Amelanchier canadensis, also known as Shadblow Serviceberry due to its bloom time when the American Shad fish swims upstream to spawn, is a deciduous multi-season shrub. Also known as juneberry, sugarplum, Indian pear, may cherry, saskatoon, and sarvisberry, I consider it a specimen plant for native plant landscapes. An erect to spreading shrub that can grow from 15 feet to 25 feet tall and spread as much as 14 feet wide, its striking grayish to silver smooth bark makes this shrub stand out in the landscape – even in winter.
Serviceberries are native to North America and are too often overlooked in favor of flashier spring blooming non-natives. Once a staple food of many indigenous peoples, the fruit is still highly prized among people who are familiar with them. Various species are spread all over North America but occur naturally in northern areas.
A Valuable Shrub for Wildlife
Serviceberry is one of the earliest blooming shrubs in spring, usually blooming in early April. This makes it an essential early-season food source for pollinators such as bees and butterflies. Furthermore, it is the larval host to several butterflies, including the Viceroy, which looks very similar to the Monarch, and the Red-Spotted Purple. The berries that ripen in June are a favorite of songbirds as well as both small and large mammals. But don’t worry, this shrub is usually deer resistant!
Edible Fruit is Delicious
Fragrant, star-shaped white flowers ripen into crimson-violet edible berries that are slightly larger than a blueberry. Many people who grow serviceberries don’t realize that the berries are edible and delicious! The berries taste like a blend of strawberry and blueberry with a touch of almond and are rich in fiber, antioxidants, and protein.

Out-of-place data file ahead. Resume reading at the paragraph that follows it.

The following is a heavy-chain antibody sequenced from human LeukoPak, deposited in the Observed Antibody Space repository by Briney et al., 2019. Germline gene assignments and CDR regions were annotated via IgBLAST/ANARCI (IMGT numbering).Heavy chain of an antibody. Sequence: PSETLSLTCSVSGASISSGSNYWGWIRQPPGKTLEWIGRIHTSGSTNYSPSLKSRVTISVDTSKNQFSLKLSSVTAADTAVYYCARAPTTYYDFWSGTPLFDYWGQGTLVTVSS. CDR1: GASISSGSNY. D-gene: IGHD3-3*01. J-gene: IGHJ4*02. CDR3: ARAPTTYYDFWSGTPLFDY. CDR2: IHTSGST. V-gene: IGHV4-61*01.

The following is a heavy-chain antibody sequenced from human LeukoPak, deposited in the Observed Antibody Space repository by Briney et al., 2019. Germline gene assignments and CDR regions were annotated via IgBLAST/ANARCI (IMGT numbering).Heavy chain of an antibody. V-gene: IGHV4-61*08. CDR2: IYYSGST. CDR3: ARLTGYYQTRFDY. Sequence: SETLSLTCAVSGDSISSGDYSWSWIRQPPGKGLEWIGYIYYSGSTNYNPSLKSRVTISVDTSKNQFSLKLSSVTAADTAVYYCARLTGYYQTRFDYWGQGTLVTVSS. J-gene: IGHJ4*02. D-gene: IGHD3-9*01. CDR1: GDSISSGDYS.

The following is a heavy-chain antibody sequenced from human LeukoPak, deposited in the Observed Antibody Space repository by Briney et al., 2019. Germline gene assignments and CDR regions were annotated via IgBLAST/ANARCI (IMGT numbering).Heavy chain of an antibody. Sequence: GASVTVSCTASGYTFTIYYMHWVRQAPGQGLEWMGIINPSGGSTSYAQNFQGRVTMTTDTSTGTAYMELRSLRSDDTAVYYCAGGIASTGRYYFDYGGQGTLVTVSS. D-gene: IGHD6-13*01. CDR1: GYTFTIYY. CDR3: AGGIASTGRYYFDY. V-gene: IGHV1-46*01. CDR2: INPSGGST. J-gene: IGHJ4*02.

Pick the berries when they ripen to a dark, purple-blue and they will be sweet, plump, and juicy. The fruit doesn’t ripen all at once, so pick them over a period of weeks – exactly like blueberries. The berries can be eaten raw or cooked into baked goods.
A key ingredient in Native American pemmican, a staple survival food resembling jerky, the berries helped flavor and preserve this mixture of meat and fat. Ripe fruit can be used as blueberries would be used in jams, syrups, cobblers, smoothies, muffins, pancakes, and ice cream. Serviceberry wine is also made by some home brewers. Serviceberry wood was used by North Americans for arrows, spear shafts, and digging sticks.
A great choice for small yards because of its size, slow growth, and non-invasive roots, serviceberry prefers moist, well-drained acid soil, but will tolerate many soil types. Growing well in full sun or partial shade with a minimum of four hours of sun, regular pruning of the small suckers that come up at the base of the shrub makes for a better-looking shrub with a more attractive form. Planting in groups is also effective for these shrubs to stand out in the landscape. These are highly adaptable plants and will tolerate drought, although the fruit crop will be diminished. You can even grow Serviceberries in large containers.
Excellent companion plants to be planted alongside a Serviceberry are Eastern Sweetshrub (Calycanthus floridus), Flowering Dogwood (Cornus florida), Rhododendron spp., Arrowwood Viburnum (Viburnum dentatum), Oakleaf Hydrangea (Hydrangea quercifolia), Sweet Pepperbush (Clethra alnifolia), and Coral Bells (Heuchera americana).
Offering four-season interest with the beautiful blossoms, fruits, brilliant autumn colors, and stand out silvery bark, serviceberries deserve a spot in any native garden and will liven up the autumn landscape. And be sure to show off your Serviceberry’s wildlife value with an eye-catching garden sign. Spread the word about this amazing shrub!
Claire is a horticulturalist and landscape design consultant. Owner of Claire Jones Landscapes, LLC, Claire’s designed gardens have been featured in print publications like WSJ and Style Magazine. A garden writer at The Garden Diaries, Claire maintains 3 honeybee hives and gardens at her home in Maryland.